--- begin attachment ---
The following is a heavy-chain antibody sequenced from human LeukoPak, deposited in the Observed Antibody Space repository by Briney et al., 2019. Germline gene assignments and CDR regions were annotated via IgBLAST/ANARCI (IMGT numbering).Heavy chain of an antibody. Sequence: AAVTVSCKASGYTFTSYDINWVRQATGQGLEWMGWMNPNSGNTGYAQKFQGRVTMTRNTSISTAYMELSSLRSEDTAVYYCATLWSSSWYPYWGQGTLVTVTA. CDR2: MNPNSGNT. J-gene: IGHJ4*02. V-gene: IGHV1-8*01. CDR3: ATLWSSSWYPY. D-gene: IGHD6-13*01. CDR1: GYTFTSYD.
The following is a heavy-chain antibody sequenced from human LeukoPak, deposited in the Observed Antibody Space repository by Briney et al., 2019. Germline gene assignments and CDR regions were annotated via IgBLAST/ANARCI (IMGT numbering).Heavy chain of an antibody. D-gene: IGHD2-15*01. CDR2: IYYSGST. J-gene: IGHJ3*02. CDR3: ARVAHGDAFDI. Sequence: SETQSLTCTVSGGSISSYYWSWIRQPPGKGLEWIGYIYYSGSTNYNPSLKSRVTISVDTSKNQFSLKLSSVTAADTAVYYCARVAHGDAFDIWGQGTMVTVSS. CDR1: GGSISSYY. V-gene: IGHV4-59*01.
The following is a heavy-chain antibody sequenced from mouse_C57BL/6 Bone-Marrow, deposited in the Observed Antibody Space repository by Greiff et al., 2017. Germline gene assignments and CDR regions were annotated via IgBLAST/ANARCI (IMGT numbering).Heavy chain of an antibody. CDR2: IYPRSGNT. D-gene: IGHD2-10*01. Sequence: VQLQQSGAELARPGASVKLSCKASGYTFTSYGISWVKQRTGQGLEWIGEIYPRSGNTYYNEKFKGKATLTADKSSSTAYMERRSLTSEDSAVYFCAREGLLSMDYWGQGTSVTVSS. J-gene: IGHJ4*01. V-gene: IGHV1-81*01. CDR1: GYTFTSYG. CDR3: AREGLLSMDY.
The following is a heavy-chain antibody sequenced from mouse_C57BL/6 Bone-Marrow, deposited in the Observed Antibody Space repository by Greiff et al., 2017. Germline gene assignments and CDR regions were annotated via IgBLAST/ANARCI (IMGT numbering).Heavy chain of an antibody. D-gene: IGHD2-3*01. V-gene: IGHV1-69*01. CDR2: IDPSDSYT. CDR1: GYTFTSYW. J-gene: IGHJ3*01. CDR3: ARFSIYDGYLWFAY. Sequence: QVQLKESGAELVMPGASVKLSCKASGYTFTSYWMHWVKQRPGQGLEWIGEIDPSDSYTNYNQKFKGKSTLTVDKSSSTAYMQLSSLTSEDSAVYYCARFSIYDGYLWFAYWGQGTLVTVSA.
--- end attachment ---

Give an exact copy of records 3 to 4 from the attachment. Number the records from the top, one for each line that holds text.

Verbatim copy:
The following is a heavy-chain antibody sequenced from mouse_C57BL/6 Bone-Marrow, deposited in the Observed Antibody Space repository by Greiff et al., 2017. Germline gene assignments and CDR regions were annotated via IgBLAST/ANARCI (IMGT numbering).Heavy chain of an antibody. CDR2: IYPRSGNT. D-gene: IGHD2-10*01. Sequence: VQLQQSGAELARPGASVKLSCKASGYTFTSYGISWVKQRTGQGLEWIGEIYPRSGNTYYNEKFKGKATLTADKSSSTAYMERRSLTSEDSAVYFCAREGLLSMDYWGQGTSVTVSS. J-gene: IGHJ4*01. V-gene: IGHV1-81*01. CDR1: GYTFTSYG. CDR3: AREGLLSMDY.
The following is a heavy-chain antibody sequenced from mouse_C57BL/6 Bone-Marrow, deposited in the Observed Antibody Space repository by Greiff et al., 2017. Germline gene assignments and CDR regions were annotated via IgBLAST/ANARCI (IMGT numbering).Heavy chain of an antibody. D-gene: IGHD2-3*01. V-gene: IGHV1-69*01. CDR2: IDPSDSYT. CDR1: GYTFTSYW. J-gene: IGHJ3*01. CDR3: ARFSIYDGYLWFAY. Sequence: QVQLKESGAELVMPGASVKLSCKASGYTFTSYWMHWVKQRPGQGLEWIGEIDPSDSYTNYNQKFKGKSTLTVDKSSSTAYMQLSSLTSEDSAVYYCARFSIYDGYLWFAYWGQGTLVTVSA.